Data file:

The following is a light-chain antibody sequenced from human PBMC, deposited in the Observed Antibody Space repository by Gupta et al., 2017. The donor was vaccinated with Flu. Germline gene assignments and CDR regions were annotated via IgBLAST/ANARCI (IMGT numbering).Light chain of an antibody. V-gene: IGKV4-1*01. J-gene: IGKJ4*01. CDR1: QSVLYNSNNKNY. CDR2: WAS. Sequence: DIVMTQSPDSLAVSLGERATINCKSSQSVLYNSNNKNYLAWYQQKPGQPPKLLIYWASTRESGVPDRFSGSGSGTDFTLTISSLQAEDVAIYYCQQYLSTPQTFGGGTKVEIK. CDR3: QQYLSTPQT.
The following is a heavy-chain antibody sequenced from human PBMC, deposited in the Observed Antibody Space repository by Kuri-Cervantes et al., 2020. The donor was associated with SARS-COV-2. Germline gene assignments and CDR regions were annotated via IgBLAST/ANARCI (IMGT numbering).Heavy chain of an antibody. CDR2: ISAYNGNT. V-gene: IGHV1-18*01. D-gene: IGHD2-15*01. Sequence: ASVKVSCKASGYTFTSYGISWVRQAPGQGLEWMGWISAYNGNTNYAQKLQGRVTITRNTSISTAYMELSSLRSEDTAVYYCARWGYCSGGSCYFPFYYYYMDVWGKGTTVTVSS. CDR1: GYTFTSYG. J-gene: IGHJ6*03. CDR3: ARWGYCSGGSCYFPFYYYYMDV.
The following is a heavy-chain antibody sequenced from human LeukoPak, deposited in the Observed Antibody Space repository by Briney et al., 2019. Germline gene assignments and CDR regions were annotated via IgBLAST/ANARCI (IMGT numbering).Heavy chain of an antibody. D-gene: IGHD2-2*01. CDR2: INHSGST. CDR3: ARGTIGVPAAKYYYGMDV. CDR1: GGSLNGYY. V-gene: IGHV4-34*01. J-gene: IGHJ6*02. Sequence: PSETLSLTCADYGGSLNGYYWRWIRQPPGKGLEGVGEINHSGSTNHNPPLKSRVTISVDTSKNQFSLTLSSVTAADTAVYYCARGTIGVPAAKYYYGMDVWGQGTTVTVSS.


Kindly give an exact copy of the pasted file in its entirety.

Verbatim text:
The following is a light-chain antibody sequenced from human PBMC, deposited in the Observed Antibody Space repository by Gupta et al., 2017. The donor was vaccinated with Flu. Germline gene assignments and CDR regions were annotated via IgBLAST/ANARCI (IMGT numbering).Light chain of an antibody. V-gene: IGKV4-1*01. J-gene: IGKJ4*01. CDR1: QSVLYNSNNKNY. CDR2: WAS. Sequence: DIVMTQSPDSLAVSLGERATINCKSSQSVLYNSNNKNYLAWYQQKPGQPPKLLIYWASTRESGVPDRFSGSGSGTDFTLTISSLQAEDVAIYYCQQYLSTPQTFGGGTKVEIK. CDR3: QQYLSTPQT.
The following is a heavy-chain antibody sequenced from human PBMC, deposited in the Observed Antibody Space repository by Kuri-Cervantes et al., 2020. The donor was associated with SARS-COV-2. Germline gene assignments and CDR regions were annotated via IgBLAST/ANARCI (IMGT numbering).Heavy chain of an antibody. CDR2: ISAYNGNT. V-gene: IGHV1-18*01. D-gene: IGHD2-15*01. Sequence: ASVKVSCKASGYTFTSYGISWVRQAPGQGLEWMGWISAYNGNTNYAQKLQGRVTITRNTSISTAYMELSSLRSEDTAVYYCARWGYCSGGSCYFPFYYYYMDVWGKGTTVTVSS. CDR1: GYTFTSYG. J-gene: IGHJ6*03. CDR3: ARWGYCSGGSCYFPFYYYYMDV.
The following is a heavy-chain antibody sequenced from human LeukoPak, deposited in the Observed Antibody Space repository by Briney et al., 2019. Germline gene assignments and CDR regions were annotated via IgBLAST/ANARCI (IMGT numbering).Heavy chain of an antibody. D-gene: IGHD2-2*01. CDR2: INHSGST. CDR3: ARGTIGVPAAKYYYGMDV. CDR1: GGSLNGYY. V-gene: IGHV4-34*01. J-gene: IGHJ6*02. Sequence: PSETLSLTCADYGGSLNGYYWRWIRQPPGKGLEGVGEINHSGSTNHNPPLKSRVTISVDTSKNQFSLTLSSVTAADTAVYYCARGTIGVPAAKYYYGMDVWGQGTTVTVSS.